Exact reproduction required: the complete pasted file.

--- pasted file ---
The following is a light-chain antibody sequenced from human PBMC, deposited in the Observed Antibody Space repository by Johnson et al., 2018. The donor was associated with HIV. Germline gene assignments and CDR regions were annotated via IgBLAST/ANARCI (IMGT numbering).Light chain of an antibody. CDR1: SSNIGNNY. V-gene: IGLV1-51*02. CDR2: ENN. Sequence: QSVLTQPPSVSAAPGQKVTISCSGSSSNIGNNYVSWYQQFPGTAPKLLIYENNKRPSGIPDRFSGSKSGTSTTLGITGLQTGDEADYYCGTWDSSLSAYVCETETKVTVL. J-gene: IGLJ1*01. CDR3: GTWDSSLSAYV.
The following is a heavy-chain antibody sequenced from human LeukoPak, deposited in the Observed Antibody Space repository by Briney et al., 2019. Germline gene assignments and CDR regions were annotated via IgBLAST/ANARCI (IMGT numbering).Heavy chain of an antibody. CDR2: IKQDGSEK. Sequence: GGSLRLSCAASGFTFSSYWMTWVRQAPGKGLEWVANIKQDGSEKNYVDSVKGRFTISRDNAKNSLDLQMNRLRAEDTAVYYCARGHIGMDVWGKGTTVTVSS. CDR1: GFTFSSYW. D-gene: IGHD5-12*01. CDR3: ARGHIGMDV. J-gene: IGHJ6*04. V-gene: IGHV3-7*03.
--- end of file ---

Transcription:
The following is a light-chain antibody sequenced from human PBMC, deposited in the Observed Antibody Space repository by Johnson et al., 2018. The donor was associated with HIV. Germline gene assignments and CDR regions were annotated via IgBLAST/ANARCI (IMGT numbering).Light chain of an antibody. CDR1: SSNIGNNY. V-gene: IGLV1-51*02. CDR2: ENN. Sequence: QSVLTQPPSVSAAPGQKVTISCSGSSSNIGNNYVSWYQQFPGTAPKLLIYENNKRPSGIPDRFSGSKSGTSTTLGITGLQTGDEADYYCGTWDSSLSAYVCETETKVTVL. J-gene: IGLJ1*01. CDR3: GTWDSSLSAYV.
The following is a heavy-chain antibody sequenced from human LeukoPak, deposited in the Observed Antibody Space repository by Briney et al., 2019. Germline gene assignments and CDR regions were annotated via IgBLAST/ANARCI (IMGT numbering).Heavy chain of an antibody. CDR2: IKQDGSEK. Sequence: GGSLRLSCAASGFTFSSYWMTWVRQAPGKGLEWVANIKQDGSEKNYVDSVKGRFTISRDNAKNSLDLQMNRLRAEDTAVYYCARGHIGMDVWGKGTTVTVSS. CDR1: GFTFSSYW. D-gene: IGHD5-12*01. CDR3: ARGHIGMDV. J-gene: IGHJ6*04. V-gene: IGHV3-7*03.